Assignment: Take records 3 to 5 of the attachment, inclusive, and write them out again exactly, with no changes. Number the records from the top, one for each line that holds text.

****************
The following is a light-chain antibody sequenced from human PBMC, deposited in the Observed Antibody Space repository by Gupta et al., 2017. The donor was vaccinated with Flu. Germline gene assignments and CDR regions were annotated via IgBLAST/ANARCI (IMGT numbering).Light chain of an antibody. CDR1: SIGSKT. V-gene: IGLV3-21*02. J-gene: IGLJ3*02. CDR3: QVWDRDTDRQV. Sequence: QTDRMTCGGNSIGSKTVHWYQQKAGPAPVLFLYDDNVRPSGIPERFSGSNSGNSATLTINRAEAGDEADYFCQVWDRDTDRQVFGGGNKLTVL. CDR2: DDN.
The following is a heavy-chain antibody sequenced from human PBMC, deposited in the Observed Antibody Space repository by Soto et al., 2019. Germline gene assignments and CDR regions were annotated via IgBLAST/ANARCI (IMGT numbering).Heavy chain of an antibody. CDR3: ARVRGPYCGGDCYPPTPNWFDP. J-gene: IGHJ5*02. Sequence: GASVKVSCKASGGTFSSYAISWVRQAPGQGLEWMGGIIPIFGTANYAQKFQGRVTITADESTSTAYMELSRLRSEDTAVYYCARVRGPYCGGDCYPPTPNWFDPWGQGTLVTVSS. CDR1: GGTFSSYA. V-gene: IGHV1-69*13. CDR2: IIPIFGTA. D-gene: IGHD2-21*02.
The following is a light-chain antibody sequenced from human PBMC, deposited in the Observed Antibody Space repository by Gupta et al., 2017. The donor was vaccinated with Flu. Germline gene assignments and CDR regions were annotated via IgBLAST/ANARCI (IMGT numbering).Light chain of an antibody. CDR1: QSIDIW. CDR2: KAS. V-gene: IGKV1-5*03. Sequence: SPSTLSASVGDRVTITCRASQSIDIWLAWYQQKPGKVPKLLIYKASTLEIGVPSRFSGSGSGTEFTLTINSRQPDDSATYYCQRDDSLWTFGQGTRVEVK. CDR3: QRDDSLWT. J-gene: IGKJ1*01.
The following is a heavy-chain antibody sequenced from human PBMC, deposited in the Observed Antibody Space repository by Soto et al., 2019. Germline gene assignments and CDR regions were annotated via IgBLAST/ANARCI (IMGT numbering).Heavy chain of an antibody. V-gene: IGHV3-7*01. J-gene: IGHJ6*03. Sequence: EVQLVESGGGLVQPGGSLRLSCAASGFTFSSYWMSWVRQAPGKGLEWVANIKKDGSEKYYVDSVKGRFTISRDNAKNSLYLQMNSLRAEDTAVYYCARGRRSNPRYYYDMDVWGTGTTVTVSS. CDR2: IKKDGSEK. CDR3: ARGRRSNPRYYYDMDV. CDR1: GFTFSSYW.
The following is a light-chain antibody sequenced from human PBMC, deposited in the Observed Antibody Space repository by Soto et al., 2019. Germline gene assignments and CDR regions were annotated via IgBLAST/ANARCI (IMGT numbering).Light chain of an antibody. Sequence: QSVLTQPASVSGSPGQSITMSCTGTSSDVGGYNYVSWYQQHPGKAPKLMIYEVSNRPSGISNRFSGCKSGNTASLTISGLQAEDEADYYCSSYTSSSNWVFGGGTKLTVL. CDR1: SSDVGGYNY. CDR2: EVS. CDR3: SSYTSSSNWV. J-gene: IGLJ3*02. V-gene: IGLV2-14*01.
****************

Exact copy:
The following is a light-chain antibody sequenced from human PBMC, deposited in the Observed Antibody Space repository by Gupta et al., 2017. The donor was vaccinated with Flu. Germline gene assignments and CDR regions were annotated via IgBLAST/ANARCI (IMGT numbering).Light chain of an antibody. CDR1: QSIDIW. CDR2: KAS. V-gene: IGKV1-5*03. Sequence: SPSTLSASVGDRVTITCRASQSIDIWLAWYQQKPGKVPKLLIYKASTLEIGVPSRFSGSGSGTEFTLTINSRQPDDSATYYCQRDDSLWTFGQGTRVEVK. CDR3: QRDDSLWT. J-gene: IGKJ1*01.
The following is a heavy-chain antibody sequenced from human PBMC, deposited in the Observed Antibody Space repository by Soto et al., 2019. Germline gene assignments and CDR regions were annotated via IgBLAST/ANARCI (IMGT numbering).Heavy chain of an antibody. V-gene: IGHV3-7*01. J-gene: IGHJ6*03. Sequence: EVQLVESGGGLVQPGGSLRLSCAASGFTFSSYWMSWVRQAPGKGLEWVANIKKDGSEKYYVDSVKGRFTISRDNAKNSLYLQMNSLRAEDTAVYYCARGRRSNPRYYYDMDVWGTGTTVTVSS. CDR2: IKKDGSEK. CDR3: ARGRRSNPRYYYDMDV. CDR1: GFTFSSYW.
The following is a light-chain antibody sequenced from human PBMC, deposited in the Observed Antibody Space repository by Soto et al., 2019. Germline gene assignments and CDR regions were annotated via IgBLAST/ANARCI (IMGT numbering).Light chain of an antibody. Sequence: QSVLTQPASVSGSPGQSITMSCTGTSSDVGGYNYVSWYQQHPGKAPKLMIYEVSNRPSGISNRFSGCKSGNTASLTISGLQAEDEADYYCSSYTSSSNWVFGGGTKLTVL. CDR1: SSDVGGYNY. CDR2: EVS. CDR3: SSYTSSSNWV. J-gene: IGLJ3*02. V-gene: IGLV2-14*01.